Furthermore, the components of the device can be completely separate components or certain components can be integrally attached. For example, the expandable body can be fixedly attached to the distal side of the locking nut, fixedly attached to the proximal surface of the distal tip of the screw, or fixedly attached to both the distal side of the locking nut and the proximal surface of the distal tip of the screw. In other embodiments, the device can be fabricated as one single unitary piece without separable components.
In this embodiment, the expandable body is preferably fabricated from a non-compliant material such that the material elongates upon the application of pressure and takes the shape of the areas of the SI joint in which the expandable body is placed when fully inflated. Suitable balloon materials include elastomers, such as, for example, silicone, latex, or low durometer polyurethane (for example, a durometer of about 80 A). Preferably, the expandable body, particularly in embodiments where cavity 25 is filled with bone materials but also in embodiments where the expandable body is coated with a bone material, is fabricated from a biodegradable material such as a polylactic acid polymer, a polyvinyl acetate, an acrylonitrile or other biodegradable balloon materials described in WO/2006/001009, which is incorporated by reference herein.
Although in the embodiment illustrated in
The device can be fabricated from materials commonly used in the manufacture of balloon expandable stents such as stainless steel, polymeric or bioabsorbable materials. In preferred embodiments, the device is fabricated from a biodegradable material such as, for example, copolymers of L-lactide and/or ε-caprolactone.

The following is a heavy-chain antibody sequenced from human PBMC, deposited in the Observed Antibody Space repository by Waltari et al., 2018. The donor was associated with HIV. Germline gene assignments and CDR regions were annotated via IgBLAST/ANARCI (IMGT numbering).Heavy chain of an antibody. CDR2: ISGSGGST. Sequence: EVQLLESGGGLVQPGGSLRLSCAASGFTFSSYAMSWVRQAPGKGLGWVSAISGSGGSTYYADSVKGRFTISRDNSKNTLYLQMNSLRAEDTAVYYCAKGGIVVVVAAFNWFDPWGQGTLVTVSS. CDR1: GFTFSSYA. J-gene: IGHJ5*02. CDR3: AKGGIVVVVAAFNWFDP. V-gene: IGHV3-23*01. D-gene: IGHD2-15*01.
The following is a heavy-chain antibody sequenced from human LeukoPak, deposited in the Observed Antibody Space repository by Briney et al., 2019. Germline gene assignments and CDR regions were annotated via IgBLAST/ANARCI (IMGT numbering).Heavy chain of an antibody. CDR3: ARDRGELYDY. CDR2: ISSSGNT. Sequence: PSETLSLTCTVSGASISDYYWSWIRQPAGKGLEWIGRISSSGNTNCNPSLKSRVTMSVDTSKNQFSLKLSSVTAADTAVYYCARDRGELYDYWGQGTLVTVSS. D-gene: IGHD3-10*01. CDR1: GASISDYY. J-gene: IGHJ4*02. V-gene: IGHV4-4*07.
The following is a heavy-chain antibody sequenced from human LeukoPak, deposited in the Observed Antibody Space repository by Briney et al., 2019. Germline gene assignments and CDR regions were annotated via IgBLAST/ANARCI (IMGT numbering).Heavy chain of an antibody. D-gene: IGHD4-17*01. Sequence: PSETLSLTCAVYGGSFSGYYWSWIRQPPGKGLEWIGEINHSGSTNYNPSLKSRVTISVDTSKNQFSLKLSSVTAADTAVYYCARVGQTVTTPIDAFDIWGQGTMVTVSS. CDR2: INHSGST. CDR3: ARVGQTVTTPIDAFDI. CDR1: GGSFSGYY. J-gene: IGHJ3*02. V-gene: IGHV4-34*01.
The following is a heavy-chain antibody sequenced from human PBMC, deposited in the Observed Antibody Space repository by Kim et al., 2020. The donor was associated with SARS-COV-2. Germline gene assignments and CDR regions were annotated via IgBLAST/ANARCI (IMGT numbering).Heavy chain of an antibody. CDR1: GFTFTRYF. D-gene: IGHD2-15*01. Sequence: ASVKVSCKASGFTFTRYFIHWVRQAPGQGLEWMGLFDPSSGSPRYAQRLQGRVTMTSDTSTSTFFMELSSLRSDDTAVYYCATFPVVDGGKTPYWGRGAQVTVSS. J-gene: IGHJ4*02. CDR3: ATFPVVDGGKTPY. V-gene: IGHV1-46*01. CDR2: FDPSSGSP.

Referring to 13A-13D, in an exemplary use of device 10, the device is placed securely over an elongate member 210 having a threaded, pointed, cutting distal tip 213 with a closed distal end. Similar to the elongate member illustrated in
Another method that can be used to deliver a device that is a self-expanding stent to the SI joint involves mounting the stent on the distal end of an elongate member and covering the stent with a surrounding sheath to maintain the stent in a compressed state. The self-expanding stent can be implanted by advancing the elongate member to the SI joint, withdrawing the sheath so that the stent can self-expand into the body lumen, and then withdrawing the elongate member and sheath leaving the stent implanted.
The expandable body of the device in this embodiment can have designs other than those described above, including designs that are common in the self-expanding stent field. For example, the expandable body can comprise flexible interwoven metal wires or small metal rings welded to adjacent rings. Each ring in such a design can have a zigzag configuration. Both the interwoven and multiple zigzag ring designs can be highly compressed to fit within a delivery sheath. Non-limiting examples of self-expanding stents that can be used in the present invention are described in U.S. Pat. No. 5,554,181 and U.S. Pat. No. 4,655,771, both of which are incorporated by reference herein.
The expandable body in this embodiment can be fabricated from a material commonly used in the manufacture of a self-expanding stent such as metals or polymers. Non-limiting examples of a metal are stainless steel, silver and a nickel titanium alloy. Non-limiting examples of polymers are polyesters, polyurethanes, polycarbonates, polysulfides, polypropylenes, polyethylenes, and polysulfonates. In preferred embodiments, the material is biodegradable.
In any of the above embodiments, any of the various described components can include a radio-opaque, such as, for example, barium, tungsten, bismuth, tantalum, and tin to allow the components to be visualized via standard imaging modalities.
Regarding the dimensions of devices used in the present invention, in most embodiments, the expandable bodies of the devices are generally from about 5 to 40 millimeters (mm) long and from about 5 to 20 mm wide in an unexpanded state. In a preferred embodiment, the expandable bodies are about 35 mm long and about 5 mm wide in an unexpanded state. In an expanded state, the expandable bodies are generally from about 5 to 40 mm long and from about 5 to 40 mm wide. In a preferred embodiment, the expandable bodies are 20 mm long and 20 mm wide in an expanded state.